conflict in character action. What's the first scene where the
booklength external conflict first arises? It should be
early—chapter two or earlier—as that's when the story really gets
engaged. But even before that you can show the issues involved with
your glimpse of the "old world" and the "before-protagonist". How
does the heroine respond to minor racism, before she's confronted
with the major racism that is the external conflict? Remember to
leave space for change here—if she responds with perfect heroism
right away, she doesn't have a lot of growing room.
Scenes are units of action based around actual
events. Don't wimp out with a flashback or a long scene of musing.
Center the opening scenes on the characters' experiences and
actions. Anchor the event in the setting. As Kate Moore puts it,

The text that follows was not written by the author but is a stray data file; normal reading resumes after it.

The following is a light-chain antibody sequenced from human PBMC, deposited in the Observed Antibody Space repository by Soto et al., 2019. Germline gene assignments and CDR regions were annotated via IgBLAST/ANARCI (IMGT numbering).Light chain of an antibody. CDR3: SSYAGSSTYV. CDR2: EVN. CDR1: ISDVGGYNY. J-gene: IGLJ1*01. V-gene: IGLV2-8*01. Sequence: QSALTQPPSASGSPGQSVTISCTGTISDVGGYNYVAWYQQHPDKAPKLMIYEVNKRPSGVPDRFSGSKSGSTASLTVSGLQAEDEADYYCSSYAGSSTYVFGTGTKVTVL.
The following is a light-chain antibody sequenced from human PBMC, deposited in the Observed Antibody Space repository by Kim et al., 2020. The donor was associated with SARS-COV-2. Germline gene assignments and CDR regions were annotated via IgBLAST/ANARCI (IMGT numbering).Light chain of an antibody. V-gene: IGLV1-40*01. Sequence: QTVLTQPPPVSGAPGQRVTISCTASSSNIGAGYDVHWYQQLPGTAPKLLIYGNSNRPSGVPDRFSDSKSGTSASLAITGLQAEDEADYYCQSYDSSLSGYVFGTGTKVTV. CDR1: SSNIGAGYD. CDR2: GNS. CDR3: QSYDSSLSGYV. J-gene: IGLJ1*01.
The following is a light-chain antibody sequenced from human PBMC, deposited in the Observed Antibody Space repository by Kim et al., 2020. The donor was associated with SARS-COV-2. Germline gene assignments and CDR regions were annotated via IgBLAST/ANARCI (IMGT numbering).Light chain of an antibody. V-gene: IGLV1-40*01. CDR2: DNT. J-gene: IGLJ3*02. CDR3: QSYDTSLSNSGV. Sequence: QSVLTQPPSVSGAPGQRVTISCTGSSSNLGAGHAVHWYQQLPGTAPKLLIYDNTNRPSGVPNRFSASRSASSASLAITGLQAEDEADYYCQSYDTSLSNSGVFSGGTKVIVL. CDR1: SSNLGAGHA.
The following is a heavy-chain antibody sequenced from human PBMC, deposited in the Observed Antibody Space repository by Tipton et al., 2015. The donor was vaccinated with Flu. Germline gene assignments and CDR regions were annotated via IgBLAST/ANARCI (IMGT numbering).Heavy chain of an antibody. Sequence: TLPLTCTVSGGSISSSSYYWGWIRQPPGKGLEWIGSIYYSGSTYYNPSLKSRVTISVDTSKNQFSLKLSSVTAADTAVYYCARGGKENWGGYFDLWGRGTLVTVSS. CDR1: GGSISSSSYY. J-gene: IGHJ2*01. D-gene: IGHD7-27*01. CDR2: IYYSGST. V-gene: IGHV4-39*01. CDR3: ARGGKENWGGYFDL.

"We're somewhere, and something is happening." And make the event
relevant to the plot! If the heroine trips and falls and makes a
fool of herself in the first scene, use that not just to show that
she's clumsy but to motivate her to take up Tae Kwon Do or ballet—or
when she's lying there on the ground, she sees the package left by
Beware of Backstory:
waste the first chapter on a retelling of all that has happened
before. "Exposition is ammunition"—reveal it when it needs to be
revealed, when the reader is asking for it. That is, don't tell the
reader the answer before she's had reason to ask the question.
The Power of Point of View:
revising, be analytical about how your choice of point of view
affects the discovery of the characters and the portrayal of the
world and their perceptions. Can you show the heroine's blind spot
or let the reader know the hero has a secret (but not what it is)?
Can you show that she is especially curious, or that he sees life as
a series of battles? Try to stay in one point of view long enough so